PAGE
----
Descended from a celebrated Quaker family, Dr Joshua Pim was born in Bray, Co Wicklow, in May 1869.[iv] His winning tactic was to consistently dupe his opponents into thinking he was a no-good slouch when really he was notching up victories with listless brilliance. This was the manner in which he scooped four Wimbledon titles – two Men’s Singles, two Men’s Doubles. As a young man, he was coached at the Lansdowne Club by the brilliant Thomas Burke.[v] His first Wimbledon triumph came in 1890 when he partnered Dubliner Frank Stoker to win the Men’s Doubles, an act they repeated in 1893.[vi] (Stoker also won five caps as a forward for Ireland’s rugby team and was a cousin of Dracula creator, Bram Stoker). Pim reached the finals of the Men’s Singles at Wimbledon in 1891 and 1892, despite suffering from a severe bout of typhoid during the latter match, but lost to Wilfred Baddeley both times. He got his revenge when he defeated Baddeley twice to score back-to-back victories in the Wimbledon Singles Champion in 1893 and 1894. (This made him the second Irishman after Willoby Hamilton to win the Wimbledon championships). He did not defend his title in 1895 and seems to have concentrated on his medical career, becoming a Fellow of the Royal College of Surgeons in 1896. In 1902, the moustachioed Wicklow man was summoned from retirement to be the token Irishman on the British Davis Cup squad who took on the invincible Doherty brothers in America.[vii] Pim was roundly derided for having put on excessive amounts of weight, despite the fact he shed thirty pounds in six weeks. He was trounced in both his matches and laid down his racket thereafter. Nonetheless, even in 1903, experts ranked him as ‘the finest player the world has seen’. For the remainder of his life, he concentrated on his medical duties, serving as Medical Officer in Loughlinstown Hospital for forty two years.[viii] He was an enthusiastic swimmer and well-known member of the Killiney Golf Club. Dr Pim died at Secrora, his home in Killiney, on April 15 1942 aged 75. He was survived by his wife and three daughters.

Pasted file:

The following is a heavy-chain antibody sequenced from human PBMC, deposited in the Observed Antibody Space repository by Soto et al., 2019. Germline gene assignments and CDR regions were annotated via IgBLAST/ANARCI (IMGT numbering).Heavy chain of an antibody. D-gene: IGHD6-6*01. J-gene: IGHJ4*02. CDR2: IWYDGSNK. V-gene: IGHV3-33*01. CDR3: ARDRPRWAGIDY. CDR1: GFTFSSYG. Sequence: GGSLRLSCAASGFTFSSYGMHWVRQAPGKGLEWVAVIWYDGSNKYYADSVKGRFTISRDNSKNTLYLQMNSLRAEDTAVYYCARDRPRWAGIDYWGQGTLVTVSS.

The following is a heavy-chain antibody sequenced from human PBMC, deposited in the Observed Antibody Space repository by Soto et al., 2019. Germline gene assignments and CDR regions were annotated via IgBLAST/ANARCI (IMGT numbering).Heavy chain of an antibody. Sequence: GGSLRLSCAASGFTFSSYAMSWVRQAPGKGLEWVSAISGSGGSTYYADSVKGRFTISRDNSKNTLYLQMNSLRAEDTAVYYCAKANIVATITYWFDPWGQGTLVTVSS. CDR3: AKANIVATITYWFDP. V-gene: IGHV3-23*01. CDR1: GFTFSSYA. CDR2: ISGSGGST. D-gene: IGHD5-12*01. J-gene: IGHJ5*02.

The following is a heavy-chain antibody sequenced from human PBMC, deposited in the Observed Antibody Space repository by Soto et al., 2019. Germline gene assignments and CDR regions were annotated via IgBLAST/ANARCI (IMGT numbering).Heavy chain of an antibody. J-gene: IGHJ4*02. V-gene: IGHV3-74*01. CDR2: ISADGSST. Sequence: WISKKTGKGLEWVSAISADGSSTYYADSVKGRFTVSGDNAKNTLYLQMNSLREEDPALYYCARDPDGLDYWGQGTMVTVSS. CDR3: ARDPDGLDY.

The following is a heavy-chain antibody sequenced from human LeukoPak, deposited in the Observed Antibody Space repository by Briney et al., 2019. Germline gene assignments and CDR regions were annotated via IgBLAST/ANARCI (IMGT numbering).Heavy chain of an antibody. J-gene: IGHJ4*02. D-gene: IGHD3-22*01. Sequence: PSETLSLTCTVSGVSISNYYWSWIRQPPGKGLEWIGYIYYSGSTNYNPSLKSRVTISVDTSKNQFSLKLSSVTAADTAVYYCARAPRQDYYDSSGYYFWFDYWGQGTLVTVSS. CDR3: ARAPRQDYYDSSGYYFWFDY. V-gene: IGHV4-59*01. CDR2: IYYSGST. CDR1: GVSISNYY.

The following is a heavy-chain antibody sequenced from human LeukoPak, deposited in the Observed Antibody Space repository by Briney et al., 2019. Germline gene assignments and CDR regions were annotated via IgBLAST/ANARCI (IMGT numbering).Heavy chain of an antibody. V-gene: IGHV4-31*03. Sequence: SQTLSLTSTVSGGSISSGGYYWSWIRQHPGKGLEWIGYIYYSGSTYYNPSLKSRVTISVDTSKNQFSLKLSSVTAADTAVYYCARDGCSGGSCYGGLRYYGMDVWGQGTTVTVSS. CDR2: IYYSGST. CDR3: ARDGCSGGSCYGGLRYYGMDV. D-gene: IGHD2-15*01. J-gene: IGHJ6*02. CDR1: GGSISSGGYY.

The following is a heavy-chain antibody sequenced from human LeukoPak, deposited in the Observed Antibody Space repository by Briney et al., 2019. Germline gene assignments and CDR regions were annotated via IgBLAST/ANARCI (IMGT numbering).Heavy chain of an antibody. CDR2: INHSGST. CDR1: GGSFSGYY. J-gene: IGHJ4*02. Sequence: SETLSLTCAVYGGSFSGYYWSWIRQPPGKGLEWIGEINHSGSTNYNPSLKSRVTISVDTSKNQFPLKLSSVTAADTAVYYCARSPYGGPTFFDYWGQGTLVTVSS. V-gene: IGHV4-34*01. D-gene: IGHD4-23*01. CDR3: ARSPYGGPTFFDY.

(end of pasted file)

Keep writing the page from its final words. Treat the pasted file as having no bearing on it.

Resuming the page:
[For more on Joshua Pim, follow this link to 'A Fine Irish Player' by Mark J Ryan. With thanks also to Sean Boyle who corrected my initial assertion that the Pim family were also responsible for Pimm's No. 1 Cup; the drinks family is spelt "Pimm" and take their origin from a London oyster bar owner of the 1820-30s.]
Wimbledon champion Harold Segerson Mahony was raised in Gothic splendour at Dromore Castle outside Kenmare.[ix] An exceptionally popular player, Mahony played the role of court jester with aplomb and constantly delivered wise-cracks to his fans during matches. Having graduated from Trinity College Dublin, he made his Wimbledon debut in 1890 but crashed out in the opening round.[x] He reached the semis in 1891 and 1892, and the final in 1893, but in each instance, he was beaten by fellow Irishman, Joshua Pim. Victory finally came his way in 1896 when he upstaged Wilfred Baddeley to win at Wimbledon, his only Grand Slam title.[xi] He reached the final again in 1898 and made it to the semis in 1900, 1901 and 1902. At the 1900 Summer Olympics in Paris, the Kerryman won a silver medal in the men's singles event and a bronze medal in the doubles tournament. He made his last Grand Slam appearance in June 1904 when knocked out in the third round.[xii] He retired to live full-time at Dromore Castle but, the following summer, the 38-years-old tennis star was found dead at the foot of a steep hill near Caragh Lake with his mangled bicycle wrapped around him. He was the last Irishman to win the Wimbledon championships. He was also the last male descendent of the Mahonys of Dromore Castle.